Earlier this week, I blogged about zeolite and its potential use for a more efficient carbon capture process via adsorption.
And now it seems that applications of zeolite stretches even further – today’s blog focuses on the use of crystalline zeolite membranes to extend battery life for renewable power systems.
Smart grids, along with renewable solar and wind power systems, require affordable and efficient energy storage batteries. The reason for this is rather obvious – renewable energy sources such as wind and solar are intermittent. Also, there is a need to balance supply and demand.
But the current high cost and short life span of storage batteries are preventing widespread market penetration and economic viability of these renewable systems.
Research led by Junhang Dong, professor of chemical engineering at the University of Cincinnati, US, addresses this issue twofold.
First, Junhang has shown that the use of crystalline zeolite membranes improves the stability of the ion transfer process within the battery.
And second, by gaining a fundamental understanding of this ion transfer process, Junhang can better define the problem and therefore design materials that could deliver a high performance storage battery.
Current ion exchange membranes are typically flexible, polymer based materials that eventually break down. But Junhang’s findings could lead to a more robust, high performance redox flow battery (RFB) at lower cost and with a longer service life.
Junhang found that the pore openings in the zeolite material are big enough to allow for the necessary transfer of metallic ions, but small enough to prevent the transfer of larger hydrogen and oxidative molecules to the separating membrane inside the battery.
Junhang’s research looks closely at why zeolite’s rigid structure and sub-nanometre pores can effectively discriminate between molecules that can fit through its entrance and those that can’t.
Zeolite differs from conventional polymeric membranes, it has crystalline solid oxide molecular sieves with a rigid, non-swollen framework. This produces a much stronger resistance to oxidants and acids.
Working with his chemical engineering PhD students and undergraduates, Junhang published the groups’ findings in the Chemical Communications journal titled; Zeolite ion exchange membrane for redox flow battery.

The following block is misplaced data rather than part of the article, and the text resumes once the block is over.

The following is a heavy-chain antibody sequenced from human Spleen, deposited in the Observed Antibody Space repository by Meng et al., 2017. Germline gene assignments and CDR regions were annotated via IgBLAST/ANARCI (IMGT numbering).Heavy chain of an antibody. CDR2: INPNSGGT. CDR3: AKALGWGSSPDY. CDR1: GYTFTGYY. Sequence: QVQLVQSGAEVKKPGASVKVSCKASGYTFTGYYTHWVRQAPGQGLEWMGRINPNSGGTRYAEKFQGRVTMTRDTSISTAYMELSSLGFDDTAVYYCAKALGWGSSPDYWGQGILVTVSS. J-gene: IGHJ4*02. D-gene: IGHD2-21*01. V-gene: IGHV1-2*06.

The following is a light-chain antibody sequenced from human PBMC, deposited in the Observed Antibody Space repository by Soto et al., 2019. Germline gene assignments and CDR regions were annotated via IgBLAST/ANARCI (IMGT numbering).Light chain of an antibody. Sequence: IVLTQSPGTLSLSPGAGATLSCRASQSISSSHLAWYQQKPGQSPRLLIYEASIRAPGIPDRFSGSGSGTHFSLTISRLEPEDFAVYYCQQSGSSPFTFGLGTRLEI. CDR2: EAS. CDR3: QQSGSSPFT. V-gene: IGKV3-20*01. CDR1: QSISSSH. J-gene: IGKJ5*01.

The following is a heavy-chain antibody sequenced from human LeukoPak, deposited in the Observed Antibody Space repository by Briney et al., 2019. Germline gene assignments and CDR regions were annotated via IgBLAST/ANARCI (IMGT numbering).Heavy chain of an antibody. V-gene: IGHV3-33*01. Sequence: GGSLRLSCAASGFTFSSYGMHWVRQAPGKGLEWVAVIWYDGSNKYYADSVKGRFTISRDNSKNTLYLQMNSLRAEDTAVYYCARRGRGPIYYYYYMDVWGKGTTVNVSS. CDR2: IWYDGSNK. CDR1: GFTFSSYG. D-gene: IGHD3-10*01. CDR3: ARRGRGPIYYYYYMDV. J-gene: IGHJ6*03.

“We are presently focusing on developing new types of ion exchange membranes. In particular, membranes of nanoporous zeolitic materials that are the key elements in the flow battery’s system,” says Junhang.
He continued: “To do this we must better understand the mechanisms of ion diffusion or conduction in the zeolitic channels and the factors controlling the ion transport behaviour so we can optimize the membrane material and take this technology to the next level and improve the battery’s performance.
“We ultimately hope to make a positive impact on society, industry and the economy by helping to develop a more prevalent, efficient and affordable battery for the fast growing renewable energy industry.”
The novel use of crystalline zeolite membranes in redox flow batteries has the potential to provide the most affordable option for large-scale electrical energy storage.
It is clear to see from today’s blog, and indeed many previous posts (see ‘Add just a pinch of salt for longer battery life‘, ‘The next generation of ultra-fast charging batteries‘ and ‘Bulletproof batteries‘), that chemical engineering matters when it comes to cracking the energy storage challenge.
One thought on “Zeolite makes for a better battery life (Day 291)”
Improving battery life could certainly have an impact on electric cars, battery trains, storing energy generated by wind power etc.